Surgeries were performed under local or general anesthesia and were assisted by EnFocus Ultra-HD optical coherence tomography (Leica Microsystems, Wetzlar, Germany) system which was combined with Proveo 8 microscope (Leica Microsystems, Wetzlar, Germany), thus allowing intraoperative real-time laser tomographic imaging with immediate feedback. The black and white scale expresses the strength of the reflection of near-infrared light against subject objects in this system. White color represents the most intense reflection, and black color represents the weakest reflection. This system provides an imaging depth of 2.5 mm at an optical axial resolution of < 4 µm. Images are acquired at 32,000 cross-sectional scans per second. It allows continuous visualization in a crosshair aiming mode or acquisition of volumes of up to 1,000 × 1,000 lateral pixels. The scan length is up to 16 mm. The total magnification of this microscope is ×5.1 to ×30.7 with ×12.5 eyepiece.

Dynamic scan is controlled via footswitch for swift adjustment of the scan angle to align with the ICG-enhanced lymphatic vessels. Imaging data are displayed on external screen-based display immediately after completion of scanning ([Video 1]). A trained mechanical engineer or nurse assisted intraoperatively with laser tomographic image acquisition and collecting surgeon feedback and data ([Fig. 1]). The imaging findings of the lymphatic vessels in laser tomography were investigated through this procedure using papaverine for preventing contraction of the vessels which leads to thickening of the wall. Using the obtained cross-sectional images of the lymphatic vessels, the diameter of the lumen was measured and recorded during surgery. Also, the thickness of the lymphatic vessel wall was measured at four points and the average was calculated and recorded ([Figs. 2 ] and [3]).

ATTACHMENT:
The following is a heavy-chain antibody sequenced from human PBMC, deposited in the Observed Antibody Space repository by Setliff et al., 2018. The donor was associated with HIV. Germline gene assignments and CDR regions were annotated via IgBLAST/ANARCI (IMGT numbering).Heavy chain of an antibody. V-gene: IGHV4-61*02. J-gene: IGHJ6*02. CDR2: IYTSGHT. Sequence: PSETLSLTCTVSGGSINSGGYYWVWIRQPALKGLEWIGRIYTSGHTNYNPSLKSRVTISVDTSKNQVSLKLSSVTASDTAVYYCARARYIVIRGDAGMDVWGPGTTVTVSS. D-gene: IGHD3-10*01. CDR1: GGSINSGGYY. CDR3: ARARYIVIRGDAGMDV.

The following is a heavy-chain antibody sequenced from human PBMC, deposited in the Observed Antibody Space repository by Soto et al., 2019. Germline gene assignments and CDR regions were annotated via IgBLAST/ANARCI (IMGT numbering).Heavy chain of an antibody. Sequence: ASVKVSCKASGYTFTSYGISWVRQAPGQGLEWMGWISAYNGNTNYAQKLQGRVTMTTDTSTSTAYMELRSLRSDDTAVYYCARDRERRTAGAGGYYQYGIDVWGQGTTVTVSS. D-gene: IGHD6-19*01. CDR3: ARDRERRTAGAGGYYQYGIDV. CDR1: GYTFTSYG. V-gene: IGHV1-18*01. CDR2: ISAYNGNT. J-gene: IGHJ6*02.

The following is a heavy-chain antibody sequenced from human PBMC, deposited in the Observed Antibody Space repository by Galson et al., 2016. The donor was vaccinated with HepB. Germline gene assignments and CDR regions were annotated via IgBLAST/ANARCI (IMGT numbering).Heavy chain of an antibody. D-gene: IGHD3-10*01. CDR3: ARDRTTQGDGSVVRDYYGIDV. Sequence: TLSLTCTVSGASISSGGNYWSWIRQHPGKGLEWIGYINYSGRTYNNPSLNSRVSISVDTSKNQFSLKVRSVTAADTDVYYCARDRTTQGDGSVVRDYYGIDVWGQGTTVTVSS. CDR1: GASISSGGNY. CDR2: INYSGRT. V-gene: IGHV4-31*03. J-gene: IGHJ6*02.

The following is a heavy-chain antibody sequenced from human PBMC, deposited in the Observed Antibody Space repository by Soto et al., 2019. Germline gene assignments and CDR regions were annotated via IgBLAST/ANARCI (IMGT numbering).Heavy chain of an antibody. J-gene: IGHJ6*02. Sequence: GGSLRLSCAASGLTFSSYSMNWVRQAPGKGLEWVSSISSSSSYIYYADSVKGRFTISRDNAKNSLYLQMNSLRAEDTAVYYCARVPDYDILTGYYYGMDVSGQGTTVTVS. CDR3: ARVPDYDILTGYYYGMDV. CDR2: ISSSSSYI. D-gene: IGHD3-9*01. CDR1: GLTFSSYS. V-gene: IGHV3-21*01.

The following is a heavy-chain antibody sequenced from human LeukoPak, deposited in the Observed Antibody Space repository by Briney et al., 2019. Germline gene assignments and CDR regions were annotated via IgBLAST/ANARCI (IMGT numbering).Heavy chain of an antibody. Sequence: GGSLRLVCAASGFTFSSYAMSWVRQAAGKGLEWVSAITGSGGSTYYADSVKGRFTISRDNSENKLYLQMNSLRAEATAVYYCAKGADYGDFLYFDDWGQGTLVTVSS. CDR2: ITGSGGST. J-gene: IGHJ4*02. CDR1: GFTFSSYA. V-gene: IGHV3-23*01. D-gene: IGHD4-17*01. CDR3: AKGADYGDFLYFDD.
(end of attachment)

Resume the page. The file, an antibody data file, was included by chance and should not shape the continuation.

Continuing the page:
Video 1 Imaging data of the lymphatic vessel was displayed on external screen-based display immediately using laser tomography axial and sagittal scanning.


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Fig. 1 A trained mechanical engineer assisted intraoperatively with real-time microscope-integrated laser tomography image acquisition. Imaging data are displayed on an external screen-based display immediately after completion of scanning of the lymphatic vessels.
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Fig. 2 The diameter of the lumen and the thickness of the lymphatic vessel wall were measured and recorded during surgery using the obtained cross-sectional images of the lymphatic vessels in microscope-integrated laser tomography.